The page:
Address pay equality in the workplace in light of new legislation.
Legislation on equal pay for work of equal value was enhanced by the publication of the Code of Good Practice on Equal Pay for Work of Equal Value in June of this year. Our legislation and code have been developed by combining elements of other equal work equal pay legislation from countries such as the US, Canada, the UK and New Zealand, with inputs from our existing Labour Relations Acts as well as our own Constitution. In an attempt to reduce discrimination in terms of pay in the workplace, the legislation is an effort to make entities such as the Council for Conciliation Mediation and Arbitration (CCMA) more accessible in terms of equal pay disputes.
Today, the equal work equal pay movement is a powerful global phenomenon. Leading organisations around the world, including tech giants such as Pinterest and hosting services provider GoDaddy, recently pledged to review all employee compensation data with a view to (gender) equality. Some companies are taking transparency and equality even further – they have pledged to share employee salaries within the company whilst others have taken it a step further still by pledging to make all salaries completely public. Transparency seems to be the name of the game today in dealing with equal pay issues.
Application in South Africa
Broadly speaking, the policy changes have defined two different cases in terms of which an objection may be brought against an employer by an employee or group of employees. The Act states that:
“No employer may unfairly discriminate, directly or indirectly, against any employee, in any employment or pay policy or practice, on a wide variety of grounds, such as race, sex, gender, HIV status, language, political opinion, age and religion or any other arbitrary ground”.
The onus of proof will however be different for a case brought in terms of one of the defined grounds as compared to when a case is brought in terms of an arbitrary ground. Where an objection is raised in terms of one of the defined grounds, such as gender or race, the burden of proof rests with the organisation who would be required to prove that there is no basis for a salary or wage differential as alleged, and that the salary or wage differential is in fact defensible. Accepted defensible criteria include areas such as experience, education, productivity, the amount of work required to be done, the relative sizes of the two jobs, scarcity of skills and individual labour premiums, as well as geography and cost of living factors.
It should be noted here that Affirmative Action or BEE requirements supersede the new legislation as BEE is in fact recognised as an acceptable defence in terms of an equal work equal pay challenge. Where a charge is brought on arbitrary grounds, being any other alleged grounds or basis other than those explicitly defined in the act, the burden of proof shifts from the employer to the employee who would have to prove that the arbitrary ground or basis of dispute did exist and that this in turn had unfairly impacted on them in terms of pay.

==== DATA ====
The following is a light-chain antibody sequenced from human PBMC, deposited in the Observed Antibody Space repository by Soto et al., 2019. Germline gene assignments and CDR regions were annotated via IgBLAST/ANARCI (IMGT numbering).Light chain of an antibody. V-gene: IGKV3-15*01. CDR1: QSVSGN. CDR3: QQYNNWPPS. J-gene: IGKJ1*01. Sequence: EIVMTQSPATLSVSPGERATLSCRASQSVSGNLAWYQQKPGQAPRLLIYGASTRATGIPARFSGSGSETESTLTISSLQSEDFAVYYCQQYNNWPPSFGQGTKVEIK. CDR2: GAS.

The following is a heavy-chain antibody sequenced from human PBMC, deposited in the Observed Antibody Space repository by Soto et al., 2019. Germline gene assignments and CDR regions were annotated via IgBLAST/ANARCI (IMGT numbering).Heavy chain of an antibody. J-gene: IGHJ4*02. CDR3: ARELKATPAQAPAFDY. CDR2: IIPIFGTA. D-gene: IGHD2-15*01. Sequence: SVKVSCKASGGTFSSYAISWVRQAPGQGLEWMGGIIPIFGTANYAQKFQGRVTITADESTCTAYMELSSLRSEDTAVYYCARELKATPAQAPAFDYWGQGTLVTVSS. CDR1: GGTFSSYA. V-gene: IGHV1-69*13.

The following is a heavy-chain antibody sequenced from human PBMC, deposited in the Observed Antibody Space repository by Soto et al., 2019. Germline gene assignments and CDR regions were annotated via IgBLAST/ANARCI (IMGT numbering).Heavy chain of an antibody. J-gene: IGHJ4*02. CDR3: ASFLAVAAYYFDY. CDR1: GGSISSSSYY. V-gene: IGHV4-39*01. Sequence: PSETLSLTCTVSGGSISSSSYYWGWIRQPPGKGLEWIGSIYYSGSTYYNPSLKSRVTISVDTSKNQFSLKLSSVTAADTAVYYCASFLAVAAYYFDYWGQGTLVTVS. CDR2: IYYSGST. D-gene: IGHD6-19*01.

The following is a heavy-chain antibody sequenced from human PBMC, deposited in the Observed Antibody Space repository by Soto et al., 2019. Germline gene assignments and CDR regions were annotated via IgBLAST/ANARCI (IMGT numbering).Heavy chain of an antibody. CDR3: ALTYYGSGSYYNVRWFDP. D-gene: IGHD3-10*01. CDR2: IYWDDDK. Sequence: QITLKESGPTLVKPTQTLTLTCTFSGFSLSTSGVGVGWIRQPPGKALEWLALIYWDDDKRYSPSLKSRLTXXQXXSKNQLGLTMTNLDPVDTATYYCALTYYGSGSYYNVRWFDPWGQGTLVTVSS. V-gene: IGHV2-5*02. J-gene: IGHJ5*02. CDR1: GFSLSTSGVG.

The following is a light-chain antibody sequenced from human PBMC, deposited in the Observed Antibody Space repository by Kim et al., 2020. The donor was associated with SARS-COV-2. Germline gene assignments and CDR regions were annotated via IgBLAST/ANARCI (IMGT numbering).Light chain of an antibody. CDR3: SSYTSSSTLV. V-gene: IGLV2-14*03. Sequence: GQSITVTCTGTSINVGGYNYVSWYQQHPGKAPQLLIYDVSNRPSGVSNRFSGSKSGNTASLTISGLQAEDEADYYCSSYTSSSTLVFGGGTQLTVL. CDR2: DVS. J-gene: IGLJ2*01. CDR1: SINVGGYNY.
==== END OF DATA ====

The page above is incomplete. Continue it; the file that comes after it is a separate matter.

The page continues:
In addition, a threshold based on earnings has been put in place by the act, whereby employees earning less than R205,000 per year may apply to the CCMA for their case to be heard, whilst employees earning more than the threshold and their respective employers must both agree to a CCMA arbitration or else the case is immediately referred to the labour court.
Implications for organisations
The new legislation is likely to have far reaching implications for South African organisations in terms of effectively managing their internal equity issues related to pay. Anomalous pay differences will need to be identified and investigated as these could potentially put the organisation at risk in terms of a potential challenge, whilst at the same time the organisation should be in a position whereby it is able to explain pay differences on the basis of one of the acceptable criteria as outlined previously, should they in fact be challenged.
What this means in practical terms is that organisations need to take a fresh and serious look at all of the following in order to ensure effective compliance:
– job evaluation and job grading;
– internal equity analysis in terms of pay and benefits;
– the recruitment process;
– the promotions process;
– the performance management;
– annual increase processes; and
– leadership and talent management process.
Proving that there is no inherent bias in any of these systems will also become important should any of them be challenged. In terms of all of these key people management processes, it is probably time for many South African organisations to get their respective houses in order.
Case law is starting to surface and this will no doubt establish the precedents along which the new laws will be interpreted by the courts. But there is no doubt that interesting times lie ahead for all South African organisations concerning the efficient management of equal pay for work of equal value amongst their people.
Paul Hunter is the Head of Reward at Hay Group, www.haygroup.com/za.
This article appeared in the October 2015 issue of HR Future magazine.